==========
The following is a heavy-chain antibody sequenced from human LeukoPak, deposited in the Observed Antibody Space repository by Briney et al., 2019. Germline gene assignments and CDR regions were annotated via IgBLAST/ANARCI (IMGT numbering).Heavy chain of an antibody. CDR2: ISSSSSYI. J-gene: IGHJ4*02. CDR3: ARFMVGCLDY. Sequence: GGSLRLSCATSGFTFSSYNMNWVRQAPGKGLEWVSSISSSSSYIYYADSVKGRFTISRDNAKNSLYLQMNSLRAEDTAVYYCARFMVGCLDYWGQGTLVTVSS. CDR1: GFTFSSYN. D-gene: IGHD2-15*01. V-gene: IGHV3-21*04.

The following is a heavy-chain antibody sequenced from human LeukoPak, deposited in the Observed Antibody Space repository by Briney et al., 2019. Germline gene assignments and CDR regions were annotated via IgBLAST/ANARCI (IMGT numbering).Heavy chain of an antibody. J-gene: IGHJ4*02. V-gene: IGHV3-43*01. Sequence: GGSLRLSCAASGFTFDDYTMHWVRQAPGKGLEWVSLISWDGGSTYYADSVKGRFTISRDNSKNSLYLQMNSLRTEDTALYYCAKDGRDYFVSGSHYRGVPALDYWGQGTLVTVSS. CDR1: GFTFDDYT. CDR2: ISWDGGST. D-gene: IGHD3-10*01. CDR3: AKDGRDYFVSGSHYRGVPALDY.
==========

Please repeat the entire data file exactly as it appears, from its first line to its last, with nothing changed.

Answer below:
The following is a heavy-chain antibody sequenced from human LeukoPak, deposited in the Observed Antibody Space repository by Briney et al., 2019. Germline gene assignments and CDR regions were annotated via IgBLAST/ANARCI (IMGT numbering).Heavy chain of an antibody. CDR2: ISSSSSYI. J-gene: IGHJ4*02. CDR3: ARFMVGCLDY. Sequence: GGSLRLSCATSGFTFSSYNMNWVRQAPGKGLEWVSSISSSSSYIYYADSVKGRFTISRDNAKNSLYLQMNSLRAEDTAVYYCARFMVGCLDYWGQGTLVTVSS. CDR1: GFTFSSYN. D-gene: IGHD2-15*01. V-gene: IGHV3-21*04.

The following is a heavy-chain antibody sequenced from human LeukoPak, deposited in the Observed Antibody Space repository by Briney et al., 2019. Germline gene assignments and CDR regions were annotated via IgBLAST/ANARCI (IMGT numbering).Heavy chain of an antibody. J-gene: IGHJ4*02. V-gene: IGHV3-43*01. Sequence: GGSLRLSCAASGFTFDDYTMHWVRQAPGKGLEWVSLISWDGGSTYYADSVKGRFTISRDNSKNSLYLQMNSLRTEDTALYYCAKDGRDYFVSGSHYRGVPALDYWGQGTLVTVSS. CDR1: GFTFDDYT. CDR2: ISWDGGST. D-gene: IGHD3-10*01. CDR3: AKDGRDYFVSGSHYRGVPALDY.